What are the problems with airtight homes?

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I’ve heard many people say that the only reason older homes are still standing is because the air leaks create a natural exchange of air. Some people believe this is what makes homes healthy.

I can’t entirely agree with that idea. Air leaks, also implies moisture is coming in and going into wall cavities, creating a suitable environment for mould growth. In reality, air leaks mean you’ve lost control of air movement, and when warm air leaves the house, cold air replaces it — wasting heat and energy. In the long run, uncontrolled air movement can start to damage building components.

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On the other hand, the downside of airtight homes is poor indoor air quality when there is insufficient or improperly designed ventilation. So how do we find some middle ground and create a healthier home?

Often, airtight homes have ventilation systems that are insufficient or not appropriately designed to ensure the correct amount of fresh air causing the home to feel stuffy and stale. 

Installing a balanced mechanical ventilation system to exhaust stale indoor air and bring in fresh outdoor air will certainly help. Heat recovery ventilators (HRVs), or energy recovery ventilators (ERVs), can help do just that while reducing energy loss and maintaining indoor air quality (IAQ). However, these systems must be maintained and regularly inspected for optimal performance.

Reduced ventilation in homes can cause a buildup of indoor pollutants such as allergens, carbon dioxide, volatile organic compounds (VOCs). and even radon.

Poor indoor air quality can have serious long-term effects on your health, causing allergies, respiratory disorders or other serious illnesses.

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Air purification systems can help as they remove contaminants from the air, such as dust, pollen and dander. However, many air purifiers draw air through a filter, while others mask the air. Filters are great as long as they are regularly changed or cleaned. 

However, there are air-purification systems that neutralize the air using OH radicals. These devices provide air purification and odour elimination around the clock — keeping your indoor air clean and fresh. There is no ductwork or filters required, which means no maintenance. You can place them in different rooms throughout your home to improve the air you’re breathing. I have five of these ceiling-mounted air purification devices in my own home.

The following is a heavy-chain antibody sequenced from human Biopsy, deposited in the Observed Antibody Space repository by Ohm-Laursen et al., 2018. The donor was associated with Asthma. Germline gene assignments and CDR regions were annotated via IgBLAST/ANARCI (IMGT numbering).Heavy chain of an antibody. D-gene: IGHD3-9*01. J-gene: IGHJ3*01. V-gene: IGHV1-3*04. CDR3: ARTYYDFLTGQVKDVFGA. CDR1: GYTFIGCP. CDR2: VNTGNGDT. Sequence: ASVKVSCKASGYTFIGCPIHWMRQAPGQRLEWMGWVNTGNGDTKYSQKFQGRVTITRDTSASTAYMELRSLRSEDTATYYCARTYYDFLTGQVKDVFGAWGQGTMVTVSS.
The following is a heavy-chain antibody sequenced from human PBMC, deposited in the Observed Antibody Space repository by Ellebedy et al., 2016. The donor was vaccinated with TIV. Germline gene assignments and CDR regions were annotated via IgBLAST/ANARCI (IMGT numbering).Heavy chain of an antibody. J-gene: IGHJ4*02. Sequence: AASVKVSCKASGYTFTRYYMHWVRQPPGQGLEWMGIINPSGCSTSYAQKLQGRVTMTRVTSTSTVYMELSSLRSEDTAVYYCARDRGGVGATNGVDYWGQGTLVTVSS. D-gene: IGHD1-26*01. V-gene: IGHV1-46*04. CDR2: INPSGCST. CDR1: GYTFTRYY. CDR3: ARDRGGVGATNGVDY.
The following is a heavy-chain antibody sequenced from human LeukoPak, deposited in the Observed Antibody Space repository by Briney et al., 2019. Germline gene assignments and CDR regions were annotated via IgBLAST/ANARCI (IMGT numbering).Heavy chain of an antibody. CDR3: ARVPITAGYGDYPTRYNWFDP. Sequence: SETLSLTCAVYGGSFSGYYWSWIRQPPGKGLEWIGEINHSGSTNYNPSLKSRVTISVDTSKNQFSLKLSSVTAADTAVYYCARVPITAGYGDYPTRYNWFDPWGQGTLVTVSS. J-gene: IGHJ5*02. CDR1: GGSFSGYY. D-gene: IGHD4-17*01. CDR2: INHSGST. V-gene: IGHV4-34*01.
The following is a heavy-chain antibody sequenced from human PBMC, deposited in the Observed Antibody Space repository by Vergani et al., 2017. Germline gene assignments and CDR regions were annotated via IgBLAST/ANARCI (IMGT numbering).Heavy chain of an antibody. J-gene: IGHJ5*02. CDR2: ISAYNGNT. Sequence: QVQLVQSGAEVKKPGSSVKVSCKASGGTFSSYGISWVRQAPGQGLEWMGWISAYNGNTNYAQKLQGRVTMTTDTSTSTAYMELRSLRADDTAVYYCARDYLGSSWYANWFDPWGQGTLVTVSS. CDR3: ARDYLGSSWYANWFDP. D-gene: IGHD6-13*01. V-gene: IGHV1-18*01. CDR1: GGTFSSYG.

Airtight homes with insufficient ventilation can cause moisture buildup, especially in bathrooms and kitchens. This can result in mould and mildew, contributing to poor IAQ and structural damage. Evidence of this can be seen in continuous weepy windows and surface mould on walls.

Use moisture-resistant materials in any remodelling or upgrades and high-quality exhaust fans in bathrooms and kitchens. In addition, keep interior humidity levels between 30 and 50 per cent, and in areas with excessive levels of humidity, think about using dehumidifiers or adding an ERV. 

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Also, SMART outlets with sensors can be added to the space. These will monitor and detect bad indoor air quality, activating ventilation systems when excess moisture is detected to improve your indoor air quality. 

Airtight homes can trap heat inside, making your home warm during the summer and forcing your cooling system to work harder. Ensure high-performance windows are incorporated and shading techniques, like blinds or window coverings. Heat pumps or energy-efficient air conditioning systems should also be included. 

Overheating can also happen in the winter caused by insufficient heat circulation which can contribute to an imbalance of room temperatures. Combined with SMART thermostats, these systems will help maintain consistent and comfortable indoor temperatures while optimizing energy consumption. 

Unfortunately, many homeowners don’t think about their indoor air quality. However, having conversations about the importance of a healthy home is a great start, and homeowners need to educate themselves. You want your family to be safe and to NOT live in a toxic house, and believe me, there are toxic houses out there that make homeowners sick. I’ve worked on several of them.

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The building code is changing and improving, though it could be faster. The building code in Canada now requires balanced ventilation, which manages and monitors the indoor air quality in your home. 

Homeowners need to know that there are simple devices that can be added to your HVAC systems to make the air in your home even cleaner. Devices that can scrub and neutralize the air, reducing the spread of colds and viruses.

Always consult with an HVAC specialist or an IAQ technician to find out how you can improve the indoor air quality and efficiency of your home. An energy audit will also provide insight into the condition of your home and methods to improve the overall efficiency and health of your home.

Residents of the GTA can apply for Holmes on Homes: Building A Legacy at makeitright.ca.

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